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To my understanding, a "shape" is a set of points in $n$-dimensional space. e.g., rectangles, triangles, lines, spheres, hyperspheres, etc.. For two (or any amount) of shapes to "intersect", the representative sets for these shapes must have points in common.

Here enters my confusion — if two rectangles are touching on a corner, are they said to be intersecting? Is there a difference between "touching" and "intersecting" in Geometry?

To makes things a little more concrete, consider the following example:

$R1$ and $R2$ are defined by the cross products $\hat{i}\times\hat{j}$ and $\hat{-i}\times\hat{-j}$, respectively. $R1$ and $R2$ thus share only 1 point, the origin $[0,0]$. Are $R1$ and $R2$ said to be intersecting?

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    $\begingroup$ This is not standardized terminology. However, in the context of covering problems, intersect often means intersect on a set of positive measure, which rules out intersecting at a 'corner'. Is your example the one you are actually interested in? If not, it would help to have that extra context, since again, the terminology is not standardized. $\endgroup$ May 21, 2015 at 20:23
  • $\begingroup$ This is interesting, thanks Eric. $\endgroup$
    – Stanley
    May 21, 2015 at 20:25
  • $\begingroup$ @EricStucky Would your definition suggest that the rectangles $\hat{i}\times\hat{j}$ and $\hat{i}\times\hat{-j}$ intersect? Trying to pin down what you mean by a "set of positive measure" $\endgroup$
    – robert
    May 21, 2015 at 20:34
  • $\begingroup$ Adding to what @EricStucky said, consider perpendicular intersecting rectangles like the ones pictured here: mathunion.org/fileadmin/IMU/Logo/pixD.png. Context is important - I would say that these shapes intersect, but the shapes have measure zero in $\mathbb{R}^3$, and even if the rectangles are viewed as positive-measure sets in a plane, the intersection has measure zero. I would expect any mathematical discussion of these ideas that uses a definition of “intersect” other than the usual one for sets ($R1\cup R2\neq\emptyset$) would provide a clear definition. $\endgroup$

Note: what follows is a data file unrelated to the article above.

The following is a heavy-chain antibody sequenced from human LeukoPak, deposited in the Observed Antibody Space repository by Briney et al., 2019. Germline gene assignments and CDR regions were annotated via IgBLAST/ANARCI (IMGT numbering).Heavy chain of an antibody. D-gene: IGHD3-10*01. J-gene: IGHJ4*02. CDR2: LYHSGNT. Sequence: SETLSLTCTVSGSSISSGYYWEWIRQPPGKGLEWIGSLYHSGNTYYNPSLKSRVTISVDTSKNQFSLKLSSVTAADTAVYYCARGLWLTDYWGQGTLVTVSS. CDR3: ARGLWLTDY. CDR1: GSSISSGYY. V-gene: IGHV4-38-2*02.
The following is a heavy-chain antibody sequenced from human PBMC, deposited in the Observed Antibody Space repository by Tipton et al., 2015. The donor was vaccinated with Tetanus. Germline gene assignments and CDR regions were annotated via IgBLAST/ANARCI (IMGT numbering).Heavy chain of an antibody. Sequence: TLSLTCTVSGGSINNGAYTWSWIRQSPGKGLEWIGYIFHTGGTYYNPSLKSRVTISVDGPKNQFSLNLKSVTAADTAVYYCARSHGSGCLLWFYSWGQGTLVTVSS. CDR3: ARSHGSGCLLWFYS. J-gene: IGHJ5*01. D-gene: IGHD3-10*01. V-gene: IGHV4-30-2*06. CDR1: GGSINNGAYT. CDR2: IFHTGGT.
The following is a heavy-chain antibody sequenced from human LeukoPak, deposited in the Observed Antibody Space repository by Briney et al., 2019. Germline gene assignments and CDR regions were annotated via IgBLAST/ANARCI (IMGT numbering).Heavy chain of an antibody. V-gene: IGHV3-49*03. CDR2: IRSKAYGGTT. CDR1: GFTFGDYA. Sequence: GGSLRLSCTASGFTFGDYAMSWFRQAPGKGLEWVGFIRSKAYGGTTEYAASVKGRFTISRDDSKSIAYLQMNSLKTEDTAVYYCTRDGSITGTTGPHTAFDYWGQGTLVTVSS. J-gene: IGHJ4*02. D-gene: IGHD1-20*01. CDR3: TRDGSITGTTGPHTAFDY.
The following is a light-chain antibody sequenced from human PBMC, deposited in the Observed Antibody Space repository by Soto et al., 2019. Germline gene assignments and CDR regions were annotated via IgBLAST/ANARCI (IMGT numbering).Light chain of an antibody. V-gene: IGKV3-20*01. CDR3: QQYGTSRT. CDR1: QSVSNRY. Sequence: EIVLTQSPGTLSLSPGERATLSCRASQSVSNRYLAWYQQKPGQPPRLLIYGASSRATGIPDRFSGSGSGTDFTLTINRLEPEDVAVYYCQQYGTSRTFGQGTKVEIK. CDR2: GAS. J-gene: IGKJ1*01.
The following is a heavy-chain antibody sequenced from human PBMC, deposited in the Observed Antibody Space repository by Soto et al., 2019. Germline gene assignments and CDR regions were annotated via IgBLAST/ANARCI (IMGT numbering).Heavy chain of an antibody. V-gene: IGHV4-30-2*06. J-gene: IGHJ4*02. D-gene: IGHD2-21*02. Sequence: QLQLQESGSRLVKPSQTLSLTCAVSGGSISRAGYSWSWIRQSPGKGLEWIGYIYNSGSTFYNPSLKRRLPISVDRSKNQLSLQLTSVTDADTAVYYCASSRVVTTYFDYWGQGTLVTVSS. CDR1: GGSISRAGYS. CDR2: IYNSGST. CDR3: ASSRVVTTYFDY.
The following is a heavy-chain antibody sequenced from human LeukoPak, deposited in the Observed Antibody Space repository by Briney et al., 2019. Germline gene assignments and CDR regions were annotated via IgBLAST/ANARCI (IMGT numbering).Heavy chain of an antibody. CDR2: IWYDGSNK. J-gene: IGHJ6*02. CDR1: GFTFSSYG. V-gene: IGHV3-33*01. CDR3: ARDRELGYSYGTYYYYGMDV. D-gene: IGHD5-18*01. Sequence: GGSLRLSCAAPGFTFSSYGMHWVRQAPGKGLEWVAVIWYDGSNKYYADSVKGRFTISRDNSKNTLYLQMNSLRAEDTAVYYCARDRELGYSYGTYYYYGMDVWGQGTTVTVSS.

– Steve Kass
    May 21, 2015 at 20:39
  • $\begingroup$ If you're not familiar with the definition, positive measure here means positive area. For example, the area of a shape like a rectangle is a positive number, but a point $(0,0)$ has an area, or measure, of exactly zero. $\endgroup$
    – Stanley
    May 21, 2015 at 21:11

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If sets are closed, they contain their boundaries. In a rectangle, this means that the parallel lines that bound the rectangle are included in the rectangle. So the intersection of $R1$ and $R2$ is non-empty, or in other words, they do intersect.

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  • $\begingroup$ True. We must consider whether we mean open or closed shapes. Good point. $\endgroup$ May 21, 2015 at 20:24
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My understanding has always been that 'intersecting' shapes would, in fact, refer to the set of points. If the two (or more) closed shapes touch on a corner, that particular point is in the sets representing both (or all) shapes and thus we consider them to intersect.

EDIT: Added that touching corners are only sufficient for closed shapes.

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  • $\begingroup$ I added the clarification in the wrong spot. Should be correct now. Thanks. $\endgroup$ May 21, 2015 at 20:26

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